There are about 100 billion nerve cells in the human brain. On average each of these cells communicates directly with 1000 others using special molecules called neurotransmitters. There are at least 300 known neurotransmitters which are released at nerve endings (synapses) and travel short distances to attach themselves to other neurons at specific receiving sites called receptors. There are hundreds of different types of receptors, and more are being discovered each day. Once neurotransmitter attaches itself to a receptor on another neuron, it induces that cell to make a response. Many sets of communicating neurons make up our neural circuitry.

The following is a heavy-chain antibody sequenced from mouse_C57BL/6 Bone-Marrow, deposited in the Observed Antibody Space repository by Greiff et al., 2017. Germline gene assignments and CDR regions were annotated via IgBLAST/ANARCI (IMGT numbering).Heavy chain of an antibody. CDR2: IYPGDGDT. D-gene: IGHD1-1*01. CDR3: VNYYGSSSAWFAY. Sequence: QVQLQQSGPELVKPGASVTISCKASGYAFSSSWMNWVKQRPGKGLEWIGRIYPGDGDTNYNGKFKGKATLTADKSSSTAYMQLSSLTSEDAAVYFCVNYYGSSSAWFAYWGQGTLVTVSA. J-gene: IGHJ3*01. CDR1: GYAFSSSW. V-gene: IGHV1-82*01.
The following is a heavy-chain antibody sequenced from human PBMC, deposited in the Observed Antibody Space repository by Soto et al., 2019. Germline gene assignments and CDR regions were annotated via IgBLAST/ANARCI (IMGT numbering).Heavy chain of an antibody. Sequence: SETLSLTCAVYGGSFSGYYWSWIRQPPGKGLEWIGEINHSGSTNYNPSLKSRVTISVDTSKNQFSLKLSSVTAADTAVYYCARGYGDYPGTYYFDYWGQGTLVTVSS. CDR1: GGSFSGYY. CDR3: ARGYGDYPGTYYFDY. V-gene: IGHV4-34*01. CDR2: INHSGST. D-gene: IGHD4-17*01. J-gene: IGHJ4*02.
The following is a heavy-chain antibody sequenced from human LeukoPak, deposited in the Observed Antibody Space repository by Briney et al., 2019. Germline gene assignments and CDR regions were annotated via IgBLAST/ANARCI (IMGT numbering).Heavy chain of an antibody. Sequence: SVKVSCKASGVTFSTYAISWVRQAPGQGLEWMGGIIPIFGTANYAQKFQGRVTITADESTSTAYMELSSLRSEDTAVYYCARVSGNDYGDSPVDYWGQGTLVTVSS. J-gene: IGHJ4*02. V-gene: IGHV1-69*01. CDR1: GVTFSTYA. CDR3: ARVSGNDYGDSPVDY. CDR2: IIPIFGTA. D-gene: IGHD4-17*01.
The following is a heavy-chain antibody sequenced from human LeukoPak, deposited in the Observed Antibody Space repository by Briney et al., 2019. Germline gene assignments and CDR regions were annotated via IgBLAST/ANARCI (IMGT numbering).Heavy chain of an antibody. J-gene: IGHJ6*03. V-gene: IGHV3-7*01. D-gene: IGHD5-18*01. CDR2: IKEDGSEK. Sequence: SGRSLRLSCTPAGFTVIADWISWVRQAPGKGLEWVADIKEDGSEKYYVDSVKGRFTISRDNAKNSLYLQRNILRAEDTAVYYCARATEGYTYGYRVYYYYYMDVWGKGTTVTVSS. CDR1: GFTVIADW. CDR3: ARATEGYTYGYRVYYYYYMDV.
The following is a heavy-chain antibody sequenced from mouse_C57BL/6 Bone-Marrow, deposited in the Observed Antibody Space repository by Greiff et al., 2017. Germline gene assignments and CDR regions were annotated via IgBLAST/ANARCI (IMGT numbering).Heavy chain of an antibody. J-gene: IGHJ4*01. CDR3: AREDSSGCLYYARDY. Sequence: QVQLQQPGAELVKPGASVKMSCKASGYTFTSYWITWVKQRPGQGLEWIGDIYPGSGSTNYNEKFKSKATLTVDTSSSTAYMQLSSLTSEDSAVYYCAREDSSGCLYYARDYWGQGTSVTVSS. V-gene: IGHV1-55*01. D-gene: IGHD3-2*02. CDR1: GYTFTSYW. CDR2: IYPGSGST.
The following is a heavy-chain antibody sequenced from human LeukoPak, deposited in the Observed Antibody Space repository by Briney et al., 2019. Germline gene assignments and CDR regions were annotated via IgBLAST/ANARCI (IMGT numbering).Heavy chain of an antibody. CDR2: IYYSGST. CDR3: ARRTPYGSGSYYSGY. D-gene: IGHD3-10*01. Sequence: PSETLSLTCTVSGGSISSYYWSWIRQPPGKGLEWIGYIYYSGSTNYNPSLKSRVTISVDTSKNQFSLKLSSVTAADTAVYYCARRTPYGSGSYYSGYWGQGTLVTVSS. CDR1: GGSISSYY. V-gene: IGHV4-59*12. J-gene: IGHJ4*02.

The Human Brain Project evolved from the concept of a National Neural Circuitry Database and is now entering it's second decade. In the long term, the Human Brain Project will provide more than just a sophisticated array of information technologies to help scientists understand how various aspects of brain function fit together. It will also make available to researchers powerful models of neural functions, and facilitate the development of highly targeted treatments for each individuals needs.
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